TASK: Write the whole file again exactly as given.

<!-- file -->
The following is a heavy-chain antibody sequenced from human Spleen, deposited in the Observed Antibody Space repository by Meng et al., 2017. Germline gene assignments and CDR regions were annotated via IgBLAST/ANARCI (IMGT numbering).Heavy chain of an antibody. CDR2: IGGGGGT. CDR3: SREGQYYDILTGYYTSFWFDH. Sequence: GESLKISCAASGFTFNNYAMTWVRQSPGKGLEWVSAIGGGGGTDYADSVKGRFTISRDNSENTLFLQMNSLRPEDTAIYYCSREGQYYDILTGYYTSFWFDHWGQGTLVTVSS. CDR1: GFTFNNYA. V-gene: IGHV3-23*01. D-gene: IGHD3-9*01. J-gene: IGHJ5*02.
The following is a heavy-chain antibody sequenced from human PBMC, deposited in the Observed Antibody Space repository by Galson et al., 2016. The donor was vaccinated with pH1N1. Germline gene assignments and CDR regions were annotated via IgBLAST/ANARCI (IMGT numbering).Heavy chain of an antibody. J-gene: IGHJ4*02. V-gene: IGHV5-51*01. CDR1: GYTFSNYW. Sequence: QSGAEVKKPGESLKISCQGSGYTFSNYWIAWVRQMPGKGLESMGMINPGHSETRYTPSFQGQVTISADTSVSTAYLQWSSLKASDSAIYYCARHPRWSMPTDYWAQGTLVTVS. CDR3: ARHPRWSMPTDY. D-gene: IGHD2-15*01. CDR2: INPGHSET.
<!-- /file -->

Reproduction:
The following is a heavy-chain antibody sequenced from human Spleen, deposited in the Observed Antibody Space repository by Meng et al., 2017. Germline gene assignments and CDR regions were annotated via IgBLAST/ANARCI (IMGT numbering).Heavy chain of an antibody. CDR2: IGGGGGT. CDR3: SREGQYYDILTGYYTSFWFDH. Sequence: GESLKISCAASGFTFNNYAMTWVRQSPGKGLEWVSAIGGGGGTDYADSVKGRFTISRDNSENTLFLQMNSLRPEDTAIYYCSREGQYYDILTGYYTSFWFDHWGQGTLVTVSS. CDR1: GFTFNNYA. V-gene: IGHV3-23*01. D-gene: IGHD3-9*01. J-gene: IGHJ5*02.
The following is a heavy-chain antibody sequenced from human PBMC, deposited in the Observed Antibody Space repository by Galson et al., 2016. The donor was vaccinated with pH1N1. Germline gene assignments and CDR regions were annotated via IgBLAST/ANARCI (IMGT numbering).Heavy chain of an antibody. J-gene: IGHJ4*02. V-gene: IGHV5-51*01. CDR1: GYTFSNYW. Sequence: QSGAEVKKPGESLKISCQGSGYTFSNYWIAWVRQMPGKGLESMGMINPGHSETRYTPSFQGQVTISADTSVSTAYLQWSSLKASDSAIYYCARHPRWSMPTDYWAQGTLVTVS. CDR3: ARHPRWSMPTDY. D-gene: IGHD2-15*01. CDR2: INPGHSET.